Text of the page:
'My brother glanced to back of church at his wedding, it was heartbreaking' - Children of missing man 'need closure'
A Garda cold case search hopes to find the remains of Charles Brooke Pickard, writes Wayne O'Connor
Tourists hop gleefully off buses along the Ring of Kerry, taking in the sights of the Wild Atlantic Way, unaware of a sinister development nearby.
As the coaches snake their way through Cahersiveen and on towards Waterville, Sneem and Kenmare, it is suspected that the body of a man who has been presumed murdered for 25 years is lying somewhere in the mountains they photograph on their mobile phones.
An international investigation into the disappearance of Charles Brooke Pickard in 1991 gathered pace last week when new information led gardai to cordon-off a piece of remote forestry land in the MacGillycuddy's Reeks.
The Army has been called in to help comb through an area that was recently felled. It is relatively close to where Brooke's burnt-out Ford Transit van was found almost one month after he went missing.
His wife, Penny, visited the scene on Friday for the very first time.
"It is something no one would choose to do.
"We need closure."
We met her at a point close to where the van was found before she walked further into the potential crime scene with her son, Crohan.
They came to thank the gardai and Army staff who have been working tirelessly to find out what happened to the father of her four children.
It has haunted them for most of their lives and now they hope to get an answer after a quarter of a century without him.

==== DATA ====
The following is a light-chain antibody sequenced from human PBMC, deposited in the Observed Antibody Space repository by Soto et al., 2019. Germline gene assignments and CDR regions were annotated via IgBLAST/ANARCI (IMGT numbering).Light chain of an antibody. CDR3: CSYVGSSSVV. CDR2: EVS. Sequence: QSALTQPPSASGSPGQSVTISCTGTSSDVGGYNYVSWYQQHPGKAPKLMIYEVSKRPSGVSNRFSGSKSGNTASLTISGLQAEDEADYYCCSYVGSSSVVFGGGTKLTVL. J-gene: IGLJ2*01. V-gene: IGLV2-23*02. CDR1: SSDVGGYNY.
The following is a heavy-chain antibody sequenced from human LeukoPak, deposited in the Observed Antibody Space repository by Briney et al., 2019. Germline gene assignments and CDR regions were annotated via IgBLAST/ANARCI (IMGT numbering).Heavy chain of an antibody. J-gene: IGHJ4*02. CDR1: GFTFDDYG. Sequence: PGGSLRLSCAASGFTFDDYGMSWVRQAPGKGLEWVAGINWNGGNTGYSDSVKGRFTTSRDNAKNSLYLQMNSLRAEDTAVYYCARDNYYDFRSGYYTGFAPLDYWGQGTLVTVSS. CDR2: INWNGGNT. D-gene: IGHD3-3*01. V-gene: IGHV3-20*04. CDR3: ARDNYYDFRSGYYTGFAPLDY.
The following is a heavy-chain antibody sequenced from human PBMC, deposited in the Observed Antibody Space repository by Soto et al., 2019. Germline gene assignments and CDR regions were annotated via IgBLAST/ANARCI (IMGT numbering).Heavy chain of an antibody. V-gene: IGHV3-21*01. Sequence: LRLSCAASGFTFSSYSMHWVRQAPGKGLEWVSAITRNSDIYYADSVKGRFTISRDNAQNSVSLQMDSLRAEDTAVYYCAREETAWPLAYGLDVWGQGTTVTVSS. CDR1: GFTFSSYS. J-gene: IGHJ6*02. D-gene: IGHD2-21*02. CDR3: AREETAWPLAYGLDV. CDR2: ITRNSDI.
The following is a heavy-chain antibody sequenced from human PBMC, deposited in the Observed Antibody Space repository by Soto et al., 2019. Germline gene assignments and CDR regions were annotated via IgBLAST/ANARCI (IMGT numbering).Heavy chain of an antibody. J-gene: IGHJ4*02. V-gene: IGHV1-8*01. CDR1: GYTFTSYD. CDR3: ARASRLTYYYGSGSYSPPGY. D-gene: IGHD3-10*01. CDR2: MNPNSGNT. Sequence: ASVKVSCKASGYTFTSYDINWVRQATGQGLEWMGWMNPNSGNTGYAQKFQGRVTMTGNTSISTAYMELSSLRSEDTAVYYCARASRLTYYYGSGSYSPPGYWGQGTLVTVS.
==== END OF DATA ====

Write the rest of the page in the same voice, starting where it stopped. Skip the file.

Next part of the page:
What happened to Charles Brooke Pickard?
Crohan said his siblings have struggled to move on since their father vanished. The family seem lost without the closure of knowing if he is dead or missing.
- Read more: New leads in Pickard case after TV appeal
- Read more: Search underway for missing father-of-four bundled into van 25 years ago
"At (my brother) James's wedding, he said 'if my dad is actually alive and was ever going to turn up, he would show up now'.
"I remember seeing James glance to the back of the church and that was heartbreaking."
Charles Brooke Pickard was due to meet a friend on the morning he went missing in April 1991 when he was flagged down by a passer-by near the family home in Castlecove on the Ring of Kerry.
The man was having car trouble and pleaded with Brooke for help.
Both men drove to O'Leary's shop nearby and bought £3 of petrol for the stricken orange Toyota Corolla.
The pair drove to the car at White Strand, a blink-and-you-miss-it cove on the Ring of Kerry, and pulled off the road into a car park.
Everything seemed normal as Brooke waved hello to a young girl from the area who was out riding her pony.
What came next shocked her. He had driven into an ambush.
After he stepped out of the van he was set upon by five masked men.
At least one of them brandished a firearm as they smuggled him into the back of his van. He was hit over the head with the butt of a gun and driven away from the scene with the orange car in pursuit.
The girl told friends about what she had seen but they reassured her it must have been a group of friends having fun. It was some time later before she spoke to gardai.
Brooke's disappearance came in an era before mobile phones and rapid communication.
When he had not returned from the bog as expected that evening, Penny was concerned but thought he must have been delayed. It was not until the following morning that the concern grew when she woke up and realised he had not returned overnight.